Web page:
From what members of the APT – Associação dos Agricultores e Pastores do Norte tell him, the drought “is not yet an alarming situation” in the North of the country, director João Morais told Lusa.

The agricultural engineer explains that the region suffers from “a meteorological drought, not a hydrological drought, as there is in the South”, and this happens “because there is still water in the soil”.

For the director-general of the Association of Young Farmers of Portugal (AJAP), Firmino Cordeiro, “it is almost impressive that we are talking about a drought in mid-January”.

“What is happening is that, in addition to this Covid-19 thing, which has afflicted our lives, we have to deal with an even more complicated thing, which is climate change”, he said.

This official explained that, despite the fact that the North is more rainy than the rest of the mainland, the region has, “on the one hand, the area between Douro and Minho”, which “must be one the areas of the country where there is more rain, more humidity”.

“On the other hand, we have Trás-os-Montes and Alto Douro, the so-called 'hot land of Trás-os-Montes', which are areas of the country where it rains the least, even less than some areas of the deep Alentejo”, he said.

“To arrive in mid-January with little water accumulated in the soil is terrible. It is terrible for the crops that are traditionally grown in this more coastal region, such as green wine, silage corn, white corn, other fruit trees, kiwi, lemon trees, outdoor horticulture, almost without irrigation, in the Póvoa de Varzim area and others areas”, he explained.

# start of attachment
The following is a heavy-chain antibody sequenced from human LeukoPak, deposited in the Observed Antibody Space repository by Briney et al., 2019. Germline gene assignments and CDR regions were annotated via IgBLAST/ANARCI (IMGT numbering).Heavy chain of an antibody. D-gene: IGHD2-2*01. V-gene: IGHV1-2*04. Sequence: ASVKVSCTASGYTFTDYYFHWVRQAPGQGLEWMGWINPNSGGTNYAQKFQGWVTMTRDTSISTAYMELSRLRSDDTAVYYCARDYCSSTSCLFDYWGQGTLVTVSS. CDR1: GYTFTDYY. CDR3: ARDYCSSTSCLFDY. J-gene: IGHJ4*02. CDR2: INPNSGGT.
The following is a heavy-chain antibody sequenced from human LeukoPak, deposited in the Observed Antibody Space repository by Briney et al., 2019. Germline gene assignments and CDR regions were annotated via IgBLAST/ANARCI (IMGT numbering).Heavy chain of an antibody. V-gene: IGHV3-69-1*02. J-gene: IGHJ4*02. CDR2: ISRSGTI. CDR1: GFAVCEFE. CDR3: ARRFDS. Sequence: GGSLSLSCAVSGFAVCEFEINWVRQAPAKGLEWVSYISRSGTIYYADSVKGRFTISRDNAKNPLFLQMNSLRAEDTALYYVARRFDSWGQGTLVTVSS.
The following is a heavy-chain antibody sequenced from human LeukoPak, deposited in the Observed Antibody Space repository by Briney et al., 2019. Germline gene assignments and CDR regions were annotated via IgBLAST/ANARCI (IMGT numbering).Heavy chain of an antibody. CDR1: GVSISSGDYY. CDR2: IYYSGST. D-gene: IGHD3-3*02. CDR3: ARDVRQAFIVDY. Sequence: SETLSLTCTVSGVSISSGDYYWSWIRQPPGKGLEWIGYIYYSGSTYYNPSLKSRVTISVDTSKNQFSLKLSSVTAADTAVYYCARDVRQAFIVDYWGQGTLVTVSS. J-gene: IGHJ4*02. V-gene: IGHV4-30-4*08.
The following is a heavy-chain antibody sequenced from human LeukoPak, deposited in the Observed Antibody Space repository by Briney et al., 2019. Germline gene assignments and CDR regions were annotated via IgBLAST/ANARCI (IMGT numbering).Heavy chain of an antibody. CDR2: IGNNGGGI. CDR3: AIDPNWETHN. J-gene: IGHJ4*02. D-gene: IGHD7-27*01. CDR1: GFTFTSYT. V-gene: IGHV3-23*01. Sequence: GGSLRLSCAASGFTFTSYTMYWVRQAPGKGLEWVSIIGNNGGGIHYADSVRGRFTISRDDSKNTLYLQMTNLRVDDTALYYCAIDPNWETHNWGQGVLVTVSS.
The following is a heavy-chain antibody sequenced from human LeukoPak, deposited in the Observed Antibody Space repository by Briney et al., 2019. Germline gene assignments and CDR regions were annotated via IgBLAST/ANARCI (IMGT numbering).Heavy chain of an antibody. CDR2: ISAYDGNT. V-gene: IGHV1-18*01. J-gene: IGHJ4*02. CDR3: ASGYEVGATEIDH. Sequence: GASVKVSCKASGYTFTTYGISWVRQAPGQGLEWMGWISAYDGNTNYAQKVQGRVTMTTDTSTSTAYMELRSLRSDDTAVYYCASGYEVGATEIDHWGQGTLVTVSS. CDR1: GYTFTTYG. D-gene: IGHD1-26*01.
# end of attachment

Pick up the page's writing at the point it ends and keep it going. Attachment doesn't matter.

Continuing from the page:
When the water in the soil starts to run low, it is necessary to start watering and “watering is a problem, because it is removed from wells and holes, which, when it does not rain, have a much more delicate replacement capacity”.

In the region of Trás-os-Montes and Alto Douro, rain fed crops, such as “traditional olive groves, almond groves, vineyards in the Douro region” live in “very weak soils, based on schist, with little organic matter and with soils with little water holding capacity”.

“In these areas, when it rains regularly in winter and spring, water is retained in those layers. If the water disappears, it decimates this year's crop and makes it difficult for the next year's crop”, explains the AJAP director.

Even with a drought in the winter months, “trees are fantastic plants that can recover when what they lack arrives, as long as it's not too late”.

That is why Firmino Cordeiro defends that, “until the end of February, a good week or two of rain could solve many of the shortcomings at this moment”.

João Morais also considers that the problem “can be solved”, if there is rain in February.

The APT leader says that farmers and also cattle, goat and sheep herders “still have reserves” and that, “at the outset, the situation is still under control, but if we don’t have rain in the next few months, it will be quite alarming".

“Let's pray to the saints, for those who believe, and those who don't, to do better for this country and for the world, because this is the problem of the century and people are still looking away”, he concluded.